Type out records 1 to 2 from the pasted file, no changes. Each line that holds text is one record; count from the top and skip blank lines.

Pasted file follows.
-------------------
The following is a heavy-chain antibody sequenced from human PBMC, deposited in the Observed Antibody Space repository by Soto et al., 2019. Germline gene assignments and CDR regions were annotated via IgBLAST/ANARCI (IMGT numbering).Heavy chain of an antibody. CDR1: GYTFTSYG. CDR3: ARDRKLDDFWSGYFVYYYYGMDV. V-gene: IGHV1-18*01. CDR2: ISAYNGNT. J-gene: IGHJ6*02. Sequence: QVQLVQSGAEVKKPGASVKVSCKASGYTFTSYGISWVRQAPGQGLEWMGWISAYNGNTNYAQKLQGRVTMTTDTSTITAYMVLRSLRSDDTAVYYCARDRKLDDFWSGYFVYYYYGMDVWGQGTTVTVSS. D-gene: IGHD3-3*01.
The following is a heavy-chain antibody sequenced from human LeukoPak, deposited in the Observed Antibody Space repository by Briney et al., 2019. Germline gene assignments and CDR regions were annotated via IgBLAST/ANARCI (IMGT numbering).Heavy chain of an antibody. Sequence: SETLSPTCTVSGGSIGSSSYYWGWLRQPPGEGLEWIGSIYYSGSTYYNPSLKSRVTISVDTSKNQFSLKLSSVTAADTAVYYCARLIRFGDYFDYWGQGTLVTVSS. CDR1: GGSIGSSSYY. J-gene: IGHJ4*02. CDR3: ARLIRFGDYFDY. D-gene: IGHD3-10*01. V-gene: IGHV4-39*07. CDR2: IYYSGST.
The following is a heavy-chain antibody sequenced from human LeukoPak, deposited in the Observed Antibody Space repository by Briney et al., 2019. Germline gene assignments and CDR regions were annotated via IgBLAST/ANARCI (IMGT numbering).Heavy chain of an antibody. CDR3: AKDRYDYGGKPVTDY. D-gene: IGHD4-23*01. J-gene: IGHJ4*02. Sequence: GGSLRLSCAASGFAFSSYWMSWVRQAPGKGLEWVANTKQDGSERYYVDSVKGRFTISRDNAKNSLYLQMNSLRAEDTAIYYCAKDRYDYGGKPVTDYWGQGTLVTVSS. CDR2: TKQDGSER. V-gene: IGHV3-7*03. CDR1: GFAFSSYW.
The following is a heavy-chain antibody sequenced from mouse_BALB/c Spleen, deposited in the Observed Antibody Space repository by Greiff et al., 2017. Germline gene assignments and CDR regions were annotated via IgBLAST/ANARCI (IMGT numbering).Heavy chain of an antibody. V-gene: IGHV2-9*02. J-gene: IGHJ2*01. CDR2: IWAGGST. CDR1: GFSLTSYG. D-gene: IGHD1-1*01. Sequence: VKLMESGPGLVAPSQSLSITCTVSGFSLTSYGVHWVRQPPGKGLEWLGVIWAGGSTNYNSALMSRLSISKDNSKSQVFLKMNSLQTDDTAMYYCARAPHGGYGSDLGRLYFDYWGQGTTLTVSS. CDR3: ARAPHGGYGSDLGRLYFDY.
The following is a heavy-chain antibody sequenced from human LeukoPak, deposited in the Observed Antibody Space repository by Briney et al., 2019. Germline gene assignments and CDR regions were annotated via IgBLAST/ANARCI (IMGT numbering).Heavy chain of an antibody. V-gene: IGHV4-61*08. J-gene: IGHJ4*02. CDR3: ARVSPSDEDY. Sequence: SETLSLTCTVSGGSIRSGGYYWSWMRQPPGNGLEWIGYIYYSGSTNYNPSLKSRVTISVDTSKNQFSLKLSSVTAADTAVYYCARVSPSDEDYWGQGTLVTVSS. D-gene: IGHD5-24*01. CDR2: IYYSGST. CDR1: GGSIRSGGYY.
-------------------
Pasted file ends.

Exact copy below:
The following is a heavy-chain antibody sequenced from human PBMC, deposited in the Observed Antibody Space repository by Soto et al., 2019. Germline gene assignments and CDR regions were annotated via IgBLAST/ANARCI (IMGT numbering).Heavy chain of an antibody. CDR1: GYTFTSYG. CDR3: ARDRKLDDFWSGYFVYYYYGMDV. V-gene: IGHV1-18*01. CDR2: ISAYNGNT. J-gene: IGHJ6*02. Sequence: QVQLVQSGAEVKKPGASVKVSCKASGYTFTSYGISWVRQAPGQGLEWMGWISAYNGNTNYAQKLQGRVTMTTDTSTITAYMVLRSLRSDDTAVYYCARDRKLDDFWSGYFVYYYYGMDVWGQGTTVTVSS. D-gene: IGHD3-3*01.
The following is a heavy-chain antibody sequenced from human LeukoPak, deposited in the Observed Antibody Space repository by Briney et al., 2019. Germline gene assignments and CDR regions were annotated via IgBLAST/ANARCI (IMGT numbering).Heavy chain of an antibody. Sequence: SETLSPTCTVSGGSIGSSSYYWGWLRQPPGEGLEWIGSIYYSGSTYYNPSLKSRVTISVDTSKNQFSLKLSSVTAADTAVYYCARLIRFGDYFDYWGQGTLVTVSS. CDR1: GGSIGSSSYY. J-gene: IGHJ4*02. CDR3: ARLIRFGDYFDY. D-gene: IGHD3-10*01. V-gene: IGHV4-39*07. CDR2: IYYSGST.